Researching American Indians and Alaska Natives

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Pictures of Native Americans in the United States

The pictures listed in this leaflet portray Native Americans, their homes and activities. They have been selected from pictorial records deposited in the National Archives by 15 Government agencies, principally the Bureau of Indian Affairs, the Bureau of American Ethnology, and the United States Army.

All of the pictures described in the list are either photographs or copies of artworks. Any item not identified as an artwork is a photograph. Whenever available, the name of the photographer or artist and the date of the item have been given. This information is followed by the identification number.

The pictures are grouped by subject. English names of individuals have been used, with native or secondary designations in parentheses. Tribal names as specific as possible have been incorporated into the descriptions where known and where appropriate and an index by tribe follows the list.

Captions for and the terms used to describe the photographs in this list were created at or about the time each image was made. Consequently, some of the terms used at the time may now be considered by Native Americans to be outdated, inaccurate, derogatory, disrespectful, or culturally insensitive. To learn more about this topic researchers should contact the individual tribal archives, museums, or libraries. For a list, see the National Directory of Tribal Archives, Museums and Libraries.

Many photographs relating to Native Americans are not included in this list. Separate inquiries about them should be as specific as possible, including names, dates, places, and other details.

How to Order Images

Table of Contents:
 

Agency Buildings
  1. Bird's-eye view of Nez Perce' Agency, Idaho. 1879.

  2. Sioux Indian police lined up on horseback in front of Pine Ridge Agency buildings, Dakota Territory, August 9, 1882.

  3. General view of buildings, Rocky Boy Agency, Mont. Chippewa Photographed by Walter D. Wilcox, 1936.

  4. Office and sutler store, Round Valley Agency, Calif., 1876.

Agriculture
5. Apaches delivering hay at Fort Apache, Ariz. Photographed by C. A. Merkey.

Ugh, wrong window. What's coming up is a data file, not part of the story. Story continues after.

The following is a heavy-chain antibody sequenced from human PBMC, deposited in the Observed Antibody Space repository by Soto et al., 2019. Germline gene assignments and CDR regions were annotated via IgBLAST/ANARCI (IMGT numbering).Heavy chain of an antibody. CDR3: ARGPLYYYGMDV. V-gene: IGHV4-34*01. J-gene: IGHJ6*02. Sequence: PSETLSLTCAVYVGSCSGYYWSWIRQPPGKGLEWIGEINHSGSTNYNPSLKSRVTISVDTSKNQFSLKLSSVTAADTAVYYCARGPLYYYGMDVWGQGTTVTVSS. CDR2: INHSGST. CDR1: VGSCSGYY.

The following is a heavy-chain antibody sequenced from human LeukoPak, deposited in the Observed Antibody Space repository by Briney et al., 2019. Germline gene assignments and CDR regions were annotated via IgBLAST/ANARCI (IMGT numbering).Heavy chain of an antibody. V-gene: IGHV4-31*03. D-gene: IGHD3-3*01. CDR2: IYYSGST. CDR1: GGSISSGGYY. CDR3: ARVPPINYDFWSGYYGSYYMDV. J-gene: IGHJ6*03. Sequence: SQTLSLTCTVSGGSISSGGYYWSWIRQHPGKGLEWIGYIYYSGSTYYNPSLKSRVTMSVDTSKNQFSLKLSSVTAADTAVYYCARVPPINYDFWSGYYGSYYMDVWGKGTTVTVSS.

6. Navajo hogan and cornfield near Holbrook, Ariz. Photographed by F. A. Ames, 1889.

7. Navajo women shearing sheep.

8. Moapariat Paiute woman gathering seeds, southern Nevada. Photographed by John K. Hillers, 1873.

9. Pisehedwin, a Potawatomi, and others in front of his Kansas farm home, 1877,

10. Pumpkins growing in front of a single-family Zuni adobe. Photographed by John K. Hillers, ca. 1879.

Basketwork
11. Apache basketwork collection of Lt. L. P. Davidson, 11th Infantry, 1893,

12. Hopi woman weaving a basket. Photographed by Henry Peabody, ca. 1900.

13. Papago basketmaker at work, Arizona. Photographed by H. T. Cory, 1916.

Beadwork
14. One-Called-From-A-Distance (Midwewinind), a Chippewa from White Earth Reservation, Minnesota; half-length, seated, showing beadwork sash and vest, 1894.

15. Wolf Necklace (Harlish Washshomake), a Paloos chief; full-length, standing, wearing a bead necklace and a beaded purse, 1890.

16. String and belt wampum, ca. 1890.

Burial Customs
17. Indian burial ground. Artwork by Maj. 0. Gross, QMC, 1849.

18. Tree burial of the Oglala Sioux near Fort Laramie, Wyo.

19. Dakota scaffold burial. Artwork by H. C. Yarrow, 1880.

Camps
20. Great Camp of the Piekanns near Fort McKenzie, Mont. Artwork by Karl Bodmer, 1833.

21. Bird's eye view of Sioux camp at Pine Ridge, S. Dak. Photographed by G. E. Trager, November 28, 1890.

22. A Wichita camp. Photographed by Henry Peabody, ca. 1904.

Children
23. Two Apache babies on cradleboards.

24. Apache boy with face and legs painted. Photographed by Ben Wittick.

25. Chiricahua Apache girl, granddaughter of Cochise; full-length, seated. Photographed by Ben Wittick, ca. 1886.

26. Cherokee boy and girl in costume on reservation, North Carolina. Photographed by John K. Hillers, Jr., June 1939.

27. Angelic La Moose, whose grandfather was a Flathead chief, wearing costume her mother made; full-length, standing, in front of a tent, Flathead Reservation, Mont. Photographed by H. T. Cory, September 1913.

28. Lone Bear (Tar-lo), a Kiowa, dressed as an Osage boy with paint stripes on forehead; full-length, seated. Photographed by William S. Soule, 1868-74.